Small Ball: Even Striking Out Can Count as a Success


Baseball has always been and will forever be a numbers game.  Because of that, baseball is one of the only sports in the world that allows its fans to compare the legends of the game’s early days with the stars of today.  Thanks to the innovations of scouting methods, the understanding of tendencies, efficiency, and effectiveness has expanded greatly over the years.

For me, one stat stands out in particular, and while it may reflect some subjectivity, it can tell a lot about how Oregon’s baseball team is performing on any given day.  The stat is called a Quality At Bat (QAB).

A QAB is an at bat that meets certain criteria, varying from how many pitches a batter sees in an at bat to how well they execute in scoring situations.  To earn a QAB, a batter can:

  • have a hard-hit ball
  • see six or more pitches
  • see three or more pitches after two strikes
  • get a 2-out RBI
  • execute a sacrifice bunt or sacrifice fly

While looking at a batter’s on-base percentage or strikeout-to-walk ratio can tell you how effective a batter is for every singular at bat, tracking a hitter’s QAB count will give an observer a good sense of which batters are really impacting the game the most.  This is especially true in Oregon’s offense, which relies on sacrifice plays fairly routinely to push across runs.  If Coach Horton’s offense is pushing the opposing pitcher deep into pitch counts, getting good contact, and executing with runners on base more than their opponent’s offense is, Oregon will win most of those games.

Against Portland on Tuesday night, the top of the Oregon lineup had plenty of quality at bats against the Pilot pitching staff.   Aaron Payne had four QABs: two via 6+ pitch at bats, and another two via hard hit balls.  Ryon Healy added three more quality at bats, two via hard hit balls, and another from a 6+ pitch at bat.  Oregon combined for 14 quality at bats, compared to Portland’s 9 QABs, meaning roughly 45% of Oregon’s at bats are really effective (14 QABs, 31 PAs), compared to Portland’s 25% (9 QABs, 35 PAs).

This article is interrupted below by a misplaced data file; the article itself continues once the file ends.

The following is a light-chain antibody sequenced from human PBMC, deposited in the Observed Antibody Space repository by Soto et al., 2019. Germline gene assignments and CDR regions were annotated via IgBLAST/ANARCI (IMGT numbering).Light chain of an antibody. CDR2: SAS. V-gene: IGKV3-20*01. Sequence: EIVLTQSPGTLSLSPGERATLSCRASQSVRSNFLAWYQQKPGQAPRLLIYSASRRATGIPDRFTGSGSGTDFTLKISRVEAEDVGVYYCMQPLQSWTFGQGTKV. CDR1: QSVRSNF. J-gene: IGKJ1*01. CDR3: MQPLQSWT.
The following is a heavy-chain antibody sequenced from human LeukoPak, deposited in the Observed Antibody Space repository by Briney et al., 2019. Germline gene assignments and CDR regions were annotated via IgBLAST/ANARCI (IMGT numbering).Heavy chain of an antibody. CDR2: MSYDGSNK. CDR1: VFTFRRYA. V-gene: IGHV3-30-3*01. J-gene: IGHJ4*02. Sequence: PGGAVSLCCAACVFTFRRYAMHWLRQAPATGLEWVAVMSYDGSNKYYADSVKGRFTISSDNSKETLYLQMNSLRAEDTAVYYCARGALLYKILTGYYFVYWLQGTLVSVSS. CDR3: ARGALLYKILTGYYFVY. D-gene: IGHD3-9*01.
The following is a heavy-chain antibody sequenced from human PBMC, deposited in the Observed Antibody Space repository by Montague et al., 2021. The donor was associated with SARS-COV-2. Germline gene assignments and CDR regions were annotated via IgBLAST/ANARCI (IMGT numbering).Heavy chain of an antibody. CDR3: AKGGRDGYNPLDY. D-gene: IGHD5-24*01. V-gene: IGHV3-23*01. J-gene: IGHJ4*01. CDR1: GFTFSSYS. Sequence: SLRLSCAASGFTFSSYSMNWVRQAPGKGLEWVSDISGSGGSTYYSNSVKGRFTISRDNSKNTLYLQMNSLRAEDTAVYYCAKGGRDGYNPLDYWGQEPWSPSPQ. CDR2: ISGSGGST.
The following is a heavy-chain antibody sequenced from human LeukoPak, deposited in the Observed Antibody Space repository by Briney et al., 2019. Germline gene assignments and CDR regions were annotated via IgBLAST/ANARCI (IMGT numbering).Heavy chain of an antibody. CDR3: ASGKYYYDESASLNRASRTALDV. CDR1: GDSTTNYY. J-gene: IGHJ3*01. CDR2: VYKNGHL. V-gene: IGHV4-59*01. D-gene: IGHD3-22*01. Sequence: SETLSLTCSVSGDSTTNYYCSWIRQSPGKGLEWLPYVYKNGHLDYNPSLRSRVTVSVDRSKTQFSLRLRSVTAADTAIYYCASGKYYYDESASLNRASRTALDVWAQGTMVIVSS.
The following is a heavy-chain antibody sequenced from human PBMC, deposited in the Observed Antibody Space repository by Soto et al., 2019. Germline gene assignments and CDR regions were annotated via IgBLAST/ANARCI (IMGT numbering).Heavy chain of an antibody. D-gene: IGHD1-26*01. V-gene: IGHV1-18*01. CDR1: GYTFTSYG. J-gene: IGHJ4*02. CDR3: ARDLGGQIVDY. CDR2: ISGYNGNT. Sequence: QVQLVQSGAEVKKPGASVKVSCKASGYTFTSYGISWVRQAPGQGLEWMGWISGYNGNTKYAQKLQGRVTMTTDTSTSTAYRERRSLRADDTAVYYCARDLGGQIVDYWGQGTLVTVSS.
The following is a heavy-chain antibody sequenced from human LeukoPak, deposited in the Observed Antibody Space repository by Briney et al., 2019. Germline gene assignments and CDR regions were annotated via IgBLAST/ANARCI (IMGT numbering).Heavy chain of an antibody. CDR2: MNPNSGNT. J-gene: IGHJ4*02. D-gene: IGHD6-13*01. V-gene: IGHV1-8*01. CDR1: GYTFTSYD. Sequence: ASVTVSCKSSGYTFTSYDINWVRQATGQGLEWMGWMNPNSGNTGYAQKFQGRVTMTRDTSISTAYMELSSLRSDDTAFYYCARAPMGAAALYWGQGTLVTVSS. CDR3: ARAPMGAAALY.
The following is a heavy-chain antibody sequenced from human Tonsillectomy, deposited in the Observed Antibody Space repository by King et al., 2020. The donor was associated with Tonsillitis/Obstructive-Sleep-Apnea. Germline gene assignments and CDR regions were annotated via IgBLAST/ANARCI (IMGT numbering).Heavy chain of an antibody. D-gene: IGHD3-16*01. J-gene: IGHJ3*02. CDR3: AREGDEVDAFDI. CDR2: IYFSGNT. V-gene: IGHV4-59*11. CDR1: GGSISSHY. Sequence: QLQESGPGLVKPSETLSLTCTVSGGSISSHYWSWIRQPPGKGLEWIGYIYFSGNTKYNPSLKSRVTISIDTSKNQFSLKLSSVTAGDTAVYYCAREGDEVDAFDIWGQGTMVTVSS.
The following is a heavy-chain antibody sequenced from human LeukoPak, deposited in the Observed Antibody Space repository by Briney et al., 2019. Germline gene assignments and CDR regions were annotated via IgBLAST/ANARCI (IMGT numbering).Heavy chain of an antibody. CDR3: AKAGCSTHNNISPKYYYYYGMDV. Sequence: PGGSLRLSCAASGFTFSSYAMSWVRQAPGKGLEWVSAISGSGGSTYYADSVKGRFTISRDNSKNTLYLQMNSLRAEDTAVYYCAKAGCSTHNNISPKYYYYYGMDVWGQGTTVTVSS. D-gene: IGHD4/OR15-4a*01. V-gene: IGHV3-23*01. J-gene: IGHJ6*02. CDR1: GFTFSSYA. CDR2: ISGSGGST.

For the sake of analysis, we’re going to start keeping track of QAB differential for the remainder of the 2013 baseball season.  For the Portland game, Oregon won by a score of 3-1, and had a QAB difference of +5.

As the season progresses we’ll start to dive deeper into the QAB statistic, and try to shed some more light on the madness behind Horton’s small ball.


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Josh Schlichter

Josh Schlichter

Josh is a College Football enthusiast from sunny Southern California. He has written for several self-operated prep sports blogs, as well as multiple SB Nation sites. In High School, Josh played football for four years, and helped create and operate the team's no-huddle system. Most of Josh's football knowledge branches from watching College Football his entire life, and is backed up by his first hand experience in both option and spread offenses. Above all, though, he is a proud student at the University of Oregon. @joshschlichter